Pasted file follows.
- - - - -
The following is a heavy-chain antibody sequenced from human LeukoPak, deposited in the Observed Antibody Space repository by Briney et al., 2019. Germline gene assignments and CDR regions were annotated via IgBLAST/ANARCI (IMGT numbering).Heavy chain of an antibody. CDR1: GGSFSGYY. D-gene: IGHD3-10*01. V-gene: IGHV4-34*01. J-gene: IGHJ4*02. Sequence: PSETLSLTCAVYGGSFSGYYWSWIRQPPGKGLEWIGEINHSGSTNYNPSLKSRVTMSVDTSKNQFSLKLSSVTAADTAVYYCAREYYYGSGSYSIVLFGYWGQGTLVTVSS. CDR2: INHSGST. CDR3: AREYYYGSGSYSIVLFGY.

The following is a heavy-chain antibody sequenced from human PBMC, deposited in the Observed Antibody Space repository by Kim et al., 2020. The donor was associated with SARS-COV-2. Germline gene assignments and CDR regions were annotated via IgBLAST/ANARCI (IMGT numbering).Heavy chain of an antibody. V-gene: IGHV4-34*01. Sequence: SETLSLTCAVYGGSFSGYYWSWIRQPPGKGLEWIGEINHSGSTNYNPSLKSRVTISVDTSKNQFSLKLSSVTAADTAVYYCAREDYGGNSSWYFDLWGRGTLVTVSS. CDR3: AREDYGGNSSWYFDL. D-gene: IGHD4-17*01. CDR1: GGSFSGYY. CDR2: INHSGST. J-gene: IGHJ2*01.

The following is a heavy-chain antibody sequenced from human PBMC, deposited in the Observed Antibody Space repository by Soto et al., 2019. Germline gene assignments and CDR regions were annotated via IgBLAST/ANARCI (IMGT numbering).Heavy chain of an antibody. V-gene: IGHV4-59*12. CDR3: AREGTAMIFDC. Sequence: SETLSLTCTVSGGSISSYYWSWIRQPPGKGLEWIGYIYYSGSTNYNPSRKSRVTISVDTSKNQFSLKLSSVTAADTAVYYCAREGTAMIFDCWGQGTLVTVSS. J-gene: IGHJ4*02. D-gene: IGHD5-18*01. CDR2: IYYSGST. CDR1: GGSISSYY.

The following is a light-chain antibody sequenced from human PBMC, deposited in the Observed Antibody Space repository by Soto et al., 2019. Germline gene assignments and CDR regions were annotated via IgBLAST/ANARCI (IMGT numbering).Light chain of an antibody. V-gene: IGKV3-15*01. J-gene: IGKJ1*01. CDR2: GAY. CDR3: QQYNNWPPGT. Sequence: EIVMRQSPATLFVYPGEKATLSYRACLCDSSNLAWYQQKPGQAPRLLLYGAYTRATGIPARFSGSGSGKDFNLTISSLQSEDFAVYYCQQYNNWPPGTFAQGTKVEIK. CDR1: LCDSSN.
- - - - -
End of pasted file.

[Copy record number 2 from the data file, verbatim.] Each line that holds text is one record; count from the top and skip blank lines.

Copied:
The following is a heavy-chain antibody sequenced from human PBMC, deposited in the Observed Antibody Space repository by Kim et al., 2020. The donor was associated with SARS-COV-2. Germline gene assignments and CDR regions were annotated via IgBLAST/ANARCI (IMGT numbering).Heavy chain of an antibody. V-gene: IGHV4-34*01. Sequence: SETLSLTCAVYGGSFSGYYWSWIRQPPGKGLEWIGEINHSGSTNYNPSLKSRVTISVDTSKNQFSLKLSSVTAADTAVYYCAREDYGGNSSWYFDLWGRGTLVTVSS. CDR3: AREDYGGNSSWYFDL. D-gene: IGHD4-17*01. CDR1: GGSFSGYY. CDR2: INHSGST. J-gene: IGHJ2*01.